Dealing with an overbearing parent, especially as they grow older, can be quite challenging. It’s clear you value your relationship with your mother, but her intrusiveness is putting a strain on how you and your sister interact with her. As tough as it is, setting boundaries is essential for your well-being and for maintaining a healthy relationship with your mom.
Start by having a calm, honest conversation with her. Choose a good time when there’s no rush and you can talk undisturbed. Explain how her comments make you feel and how it affects your relationship. Be specific about the types of comments that are hurtful or unhelpful. It’s important to communicate that while you value her experience and love, you also need to make your own decisions about your family and life.
Encourage her to share how she’s feeling too. Sometimes, such behavior can be driven by feelings of loneliness or a desire to remain needed and important in her children’s lives. Understanding her perspective might help you find more compassionate ways to address the issue.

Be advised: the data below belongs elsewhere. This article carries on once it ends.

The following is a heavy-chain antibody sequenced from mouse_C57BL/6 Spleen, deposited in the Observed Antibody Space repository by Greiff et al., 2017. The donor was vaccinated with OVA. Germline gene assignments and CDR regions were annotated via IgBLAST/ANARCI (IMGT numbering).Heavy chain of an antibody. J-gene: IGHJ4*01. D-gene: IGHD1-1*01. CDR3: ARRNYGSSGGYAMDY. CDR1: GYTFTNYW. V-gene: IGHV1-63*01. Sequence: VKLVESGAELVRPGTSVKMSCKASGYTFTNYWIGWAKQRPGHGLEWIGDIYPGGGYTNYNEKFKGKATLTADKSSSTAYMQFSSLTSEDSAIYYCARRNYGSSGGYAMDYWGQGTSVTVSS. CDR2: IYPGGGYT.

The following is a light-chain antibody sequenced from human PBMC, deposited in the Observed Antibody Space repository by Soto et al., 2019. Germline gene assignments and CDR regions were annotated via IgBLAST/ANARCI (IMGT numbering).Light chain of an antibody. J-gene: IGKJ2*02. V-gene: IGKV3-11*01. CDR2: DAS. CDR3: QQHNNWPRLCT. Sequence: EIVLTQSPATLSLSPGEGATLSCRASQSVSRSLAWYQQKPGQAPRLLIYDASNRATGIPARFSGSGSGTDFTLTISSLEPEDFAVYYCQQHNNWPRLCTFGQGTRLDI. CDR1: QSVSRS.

Setting boundaries might also mean gently but firmly letting her know when she’s overstepped. This could be as simple as saying, “Mom, I appreciate your concern, but I’ve got this covered,” or, “Let’s talk about something else.”
If these discussions are tough to navigate alone, you might consider involving a neutral third party, like a family therapist, who can help guide the conversation and ensure all sides are heard.
Remember, it’s possible to love your mom and still insist on the respect and space you deserve. With some open conversation and clear boundaries, I hope you can find a balance that works for everyone.
Best wishes, Dr. Love

Doctor Love is the islands, and possibly the world’s greatest authority on just about everything. The Doctor answers questions concerning any subject except religion or politics. Persons needing additional assistance or counseling should contact Family Services Division at 227-7541. The opinions herein are not necessarily of The San Pedro Sun. Write Doctor Love at PO Box 51, San Pedro Town, Belize, or email: [email protected]